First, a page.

Kessinger continued to improve his fielding and in 1968, he was recognized as one of the top shortstops in the league when he was voted to be the starting shortstop for the National League in the 1968 All-Star Game. At the end of the season, he ranked first among the league's shortstops in range factor and, led the entire league in assists. While he also led the league in errors, he attributed this to the fact that he reached more ground balls than the average shortstop.

Kessinger repeated as an All-Star in 1969, in a year which saw the entire Chicago Cubs infield join him on the 1969 All-Star team, with Kessinger and Cubs' third baseman Ron Santo in the starting line-up. In 1969, he set a major league single-season record for shortstops by playing in 54 games without committing an error, breaking the record previously set by Chico Carrasquel in 1951. The Cubs were in first place in the National League Eastern Division for 180 days of the 1969 season, before going 8-17 in their final 25 games, while the New York "Miracle" Mets went 37-11 in their final 48 games to clinch the Eastern Division pennant. Despite the Cubs' late-season collapse, Kessinger scored 109 runs, hit for a .273 batting average with a career-high 181 hits, including 38 doubles; second-most in the league. He led the league's shortstops in putouts, finished second in fielding percentage and once again led the entire National League in assists. He finished in 15th place in balloting for the 1969 National League Most Valuable Player Award and won his first Gold Glove Award. In his book, The Bill James Historical Baseball Abstract, baseball historian Bill James cited manager Durocher's method of using his regular players everyday without any rest days as a factor in the Cubs' collapse.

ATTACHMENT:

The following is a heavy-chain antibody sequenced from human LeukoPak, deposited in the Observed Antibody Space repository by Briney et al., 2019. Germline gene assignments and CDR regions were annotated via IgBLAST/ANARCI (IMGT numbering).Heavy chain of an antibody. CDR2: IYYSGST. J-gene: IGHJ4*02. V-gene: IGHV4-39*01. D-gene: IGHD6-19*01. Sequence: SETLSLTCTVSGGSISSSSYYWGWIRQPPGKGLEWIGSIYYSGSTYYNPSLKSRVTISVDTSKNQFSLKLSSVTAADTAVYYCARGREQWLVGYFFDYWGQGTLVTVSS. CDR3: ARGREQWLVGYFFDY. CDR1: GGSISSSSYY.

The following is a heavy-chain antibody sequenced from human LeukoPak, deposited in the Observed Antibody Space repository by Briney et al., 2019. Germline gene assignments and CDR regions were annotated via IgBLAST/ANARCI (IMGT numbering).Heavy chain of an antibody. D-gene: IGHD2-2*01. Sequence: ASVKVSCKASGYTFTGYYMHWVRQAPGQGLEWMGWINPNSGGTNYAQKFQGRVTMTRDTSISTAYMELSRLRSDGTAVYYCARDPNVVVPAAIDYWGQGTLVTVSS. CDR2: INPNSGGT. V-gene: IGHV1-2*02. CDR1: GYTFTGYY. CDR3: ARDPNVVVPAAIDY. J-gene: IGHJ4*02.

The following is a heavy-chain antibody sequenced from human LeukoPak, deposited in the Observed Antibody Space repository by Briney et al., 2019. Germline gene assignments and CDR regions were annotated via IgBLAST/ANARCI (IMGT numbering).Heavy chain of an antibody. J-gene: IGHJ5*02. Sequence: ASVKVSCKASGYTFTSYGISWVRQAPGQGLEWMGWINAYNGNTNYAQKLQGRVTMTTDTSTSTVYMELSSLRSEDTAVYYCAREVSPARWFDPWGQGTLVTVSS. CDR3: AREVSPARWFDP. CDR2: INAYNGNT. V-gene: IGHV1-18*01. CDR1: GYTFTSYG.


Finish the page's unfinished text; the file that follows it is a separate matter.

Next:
Kessinger had another good season in 1970, producing a .266 batting average while scoring 100 runs. He led the entire league in assists for the third consecutive year and claimed his second Gold Glove Award. He continued to be one of the cornerstones of the Cubs' infield, earning three more All-Star berths in 1971, 1972 and 1974. In October 1975, after 11 seasons with the Cubs, Kessinger was traded to the St. Louis Cardinals. He was the last remaining Cub from the 1969 season when they almost won the pennant.